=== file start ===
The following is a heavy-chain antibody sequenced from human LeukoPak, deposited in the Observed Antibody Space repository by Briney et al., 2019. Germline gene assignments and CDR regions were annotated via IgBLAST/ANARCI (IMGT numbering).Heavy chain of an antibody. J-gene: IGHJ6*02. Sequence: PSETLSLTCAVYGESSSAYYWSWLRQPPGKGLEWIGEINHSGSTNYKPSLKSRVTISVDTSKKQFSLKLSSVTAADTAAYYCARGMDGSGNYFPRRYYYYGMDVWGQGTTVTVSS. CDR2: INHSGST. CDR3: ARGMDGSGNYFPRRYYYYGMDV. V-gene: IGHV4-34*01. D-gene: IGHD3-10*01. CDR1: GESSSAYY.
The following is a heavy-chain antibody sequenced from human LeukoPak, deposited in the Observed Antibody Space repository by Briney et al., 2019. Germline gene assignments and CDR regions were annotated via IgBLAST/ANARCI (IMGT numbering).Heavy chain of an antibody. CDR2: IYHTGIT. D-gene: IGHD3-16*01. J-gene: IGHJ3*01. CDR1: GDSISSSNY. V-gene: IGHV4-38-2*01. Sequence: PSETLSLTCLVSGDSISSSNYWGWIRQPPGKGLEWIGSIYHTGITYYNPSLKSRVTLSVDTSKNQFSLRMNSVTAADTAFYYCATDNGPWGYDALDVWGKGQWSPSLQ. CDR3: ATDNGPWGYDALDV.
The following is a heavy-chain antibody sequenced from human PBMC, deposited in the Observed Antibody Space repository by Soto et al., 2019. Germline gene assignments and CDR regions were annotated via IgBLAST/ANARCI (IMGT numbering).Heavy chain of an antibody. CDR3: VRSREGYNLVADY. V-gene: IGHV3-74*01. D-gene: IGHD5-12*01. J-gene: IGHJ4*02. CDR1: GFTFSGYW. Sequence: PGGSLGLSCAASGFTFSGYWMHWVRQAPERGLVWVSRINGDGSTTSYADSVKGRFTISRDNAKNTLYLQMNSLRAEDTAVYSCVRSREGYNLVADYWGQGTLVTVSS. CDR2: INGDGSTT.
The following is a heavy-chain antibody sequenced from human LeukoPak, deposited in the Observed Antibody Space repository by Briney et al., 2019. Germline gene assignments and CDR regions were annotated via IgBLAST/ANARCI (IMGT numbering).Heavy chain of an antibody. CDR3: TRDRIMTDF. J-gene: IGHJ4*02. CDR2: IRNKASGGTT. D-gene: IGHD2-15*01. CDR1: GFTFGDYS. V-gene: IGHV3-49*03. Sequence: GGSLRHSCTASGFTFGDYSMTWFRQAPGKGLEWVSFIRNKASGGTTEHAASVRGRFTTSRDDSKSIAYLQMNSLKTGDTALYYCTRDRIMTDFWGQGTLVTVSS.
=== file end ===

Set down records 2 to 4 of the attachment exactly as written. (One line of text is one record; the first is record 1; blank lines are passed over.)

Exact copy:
The following is a heavy-chain antibody sequenced from human LeukoPak, deposited in the Observed Antibody Space repository by Briney et al., 2019. Germline gene assignments and CDR regions were annotated via IgBLAST/ANARCI (IMGT numbering).Heavy chain of an antibody. CDR2: IYHTGIT. D-gene: IGHD3-16*01. J-gene: IGHJ3*01. CDR1: GDSISSSNY. V-gene: IGHV4-38-2*01. Sequence: PSETLSLTCLVSGDSISSSNYWGWIRQPPGKGLEWIGSIYHTGITYYNPSLKSRVTLSVDTSKNQFSLRMNSVTAADTAFYYCATDNGPWGYDALDVWGKGQWSPSLQ. CDR3: ATDNGPWGYDALDV.
The following is a heavy-chain antibody sequenced from human PBMC, deposited in the Observed Antibody Space repository by Soto et al., 2019. Germline gene assignments and CDR regions were annotated via IgBLAST/ANARCI (IMGT numbering).Heavy chain of an antibody. CDR3: VRSREGYNLVADY. V-gene: IGHV3-74*01. D-gene: IGHD5-12*01. J-gene: IGHJ4*02. CDR1: GFTFSGYW. Sequence: PGGSLGLSCAASGFTFSGYWMHWVRQAPERGLVWVSRINGDGSTTSYADSVKGRFTISRDNAKNTLYLQMNSLRAEDTAVYSCVRSREGYNLVADYWGQGTLVTVSS. CDR2: INGDGSTT.
The following is a heavy-chain antibody sequenced from human LeukoPak, deposited in the Observed Antibody Space repository by Briney et al., 2019. Germline gene assignments and CDR regions were annotated via IgBLAST/ANARCI (IMGT numbering).Heavy chain of an antibody. CDR3: TRDRIMTDF. J-gene: IGHJ4*02. CDR2: IRNKASGGTT. D-gene: IGHD2-15*01. CDR1: GFTFGDYS. V-gene: IGHV3-49*03. Sequence: GGSLRHSCTASGFTFGDYSMTWFRQAPGKGLEWVSFIRNKASGGTTEHAASVRGRFTTSRDDSKSIAYLQMNSLKTGDTALYYCTRDRIMTDFWGQGTLVTVSS.